Chait also noted McCains explanation for the change in his long-held stance on fiscal matters. As a senator, McCain had always been a standard Republican supply-side tax-cutter; now, he had adopted a balanced-budget, fiscal caution that flew in the face of his previous stands. McCains explanation? In the interest of full disclosure, I didn't pay nearly the attention to those issues in the past," he confessed. "I was probably a 'supply-sider' based on the fact that I really didn't jump into the issue...I also hope that my thinking has changed as a result of the times. I am compelled by information that indicates that there's a growing gap between haves and have-nots in America. As Chait pointed out, this explanation didnt seem to make much sense. The gap between rich and poor began to widen in the late '70s, he noted, and it expanded most rapidly during the '80s, when McCain loyally supported Reaganomics. But this, of course, was The Man They Loved, and Chait was deeply caught up in the gushing. He explained, throughout his fawning piece, that McCain was slowly becoming a liberal. It didnt seem to occur to Chait that The Man They Loved had simply been clueless down through the yearsor that The Man They Loved may have been playing politics.
The Man They Loved was also clueless about prescription drugs: It seems strange to think that a major candidate could be so confused by his own budget plan. But several reporters had similar tales about McCains prowess in other areas. In a November 1999 profile, for example, The Weekly Standards Andrew Ferguson described the sketchy quality of McCains approach to many issues. (Ferguson was not in love.) McCain has prefabricated a brief response for most of the issues, he wrote. He then quoted McCain discussing the price of prescription drugs (we cant find a free link):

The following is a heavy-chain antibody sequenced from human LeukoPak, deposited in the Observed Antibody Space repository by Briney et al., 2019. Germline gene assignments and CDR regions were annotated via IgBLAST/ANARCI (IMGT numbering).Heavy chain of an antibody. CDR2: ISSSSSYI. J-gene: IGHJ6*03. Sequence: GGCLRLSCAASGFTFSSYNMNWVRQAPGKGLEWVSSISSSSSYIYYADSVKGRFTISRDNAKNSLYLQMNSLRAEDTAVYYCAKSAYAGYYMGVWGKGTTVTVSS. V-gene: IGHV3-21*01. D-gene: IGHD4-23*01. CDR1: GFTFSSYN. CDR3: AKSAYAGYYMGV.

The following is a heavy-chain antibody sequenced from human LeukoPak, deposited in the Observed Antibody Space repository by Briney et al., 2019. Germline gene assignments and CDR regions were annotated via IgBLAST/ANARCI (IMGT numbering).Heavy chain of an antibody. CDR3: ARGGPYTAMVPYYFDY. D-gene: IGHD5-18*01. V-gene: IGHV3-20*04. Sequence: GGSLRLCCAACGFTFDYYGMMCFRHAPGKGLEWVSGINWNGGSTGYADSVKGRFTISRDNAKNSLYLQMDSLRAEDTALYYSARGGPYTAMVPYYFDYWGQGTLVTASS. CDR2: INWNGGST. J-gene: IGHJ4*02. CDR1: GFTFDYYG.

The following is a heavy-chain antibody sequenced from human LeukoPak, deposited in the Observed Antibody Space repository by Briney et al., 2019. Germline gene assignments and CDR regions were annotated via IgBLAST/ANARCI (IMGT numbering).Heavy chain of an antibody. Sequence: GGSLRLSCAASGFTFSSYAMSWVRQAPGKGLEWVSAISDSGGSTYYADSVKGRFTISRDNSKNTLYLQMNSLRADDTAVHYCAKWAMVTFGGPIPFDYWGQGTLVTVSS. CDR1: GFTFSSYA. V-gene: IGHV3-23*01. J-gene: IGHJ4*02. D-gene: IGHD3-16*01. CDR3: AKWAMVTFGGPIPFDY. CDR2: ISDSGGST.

From anyone but The Man They Loved, might this have raised a question of character? Did it raise a question of character when an experienced senator, running for president, kick[ed] around an important issue for a couple of hours, coming up with a sweeping proposal which he hadnt yet costed out? If so, questions could be raised about John McCains character, because his fumbling with major issues was often baldly comical. Just consider The Man They Loveds understanding of health care:
The Man They Loved was clueless on health care: In a January 2000 New Yorker profile (no link), Joe Klein recorded an awkward exchange with McCain about several policy matters. When asked about the current state of welfare reform, he admitted that he hadnt given much thought to the hard-core unemployables who soon may be left without benefits, Klein wrote. Nor had he given much thought to the estimated thirty percent of teen-age pregnancies that, according to some studies, may be the result of statutory rapes. And McCain was boggled by health care, Klein wrote. Klein recalled the embarrassing scene when McCain had released his health plan in December 1999:
Decembers bungling was reported by several news orgsand then was rarely mentioned again. Instead, pundits returned to praising The Man They Loved and describing the fun on his bus.
But then, there seemed to be no policy area The Man They Loved really understood. Consider what happened when Jacob Weisberg discussed McCains plan to give vouchers to public school students. For the record, Weisberg admitted ithe was deeply in love: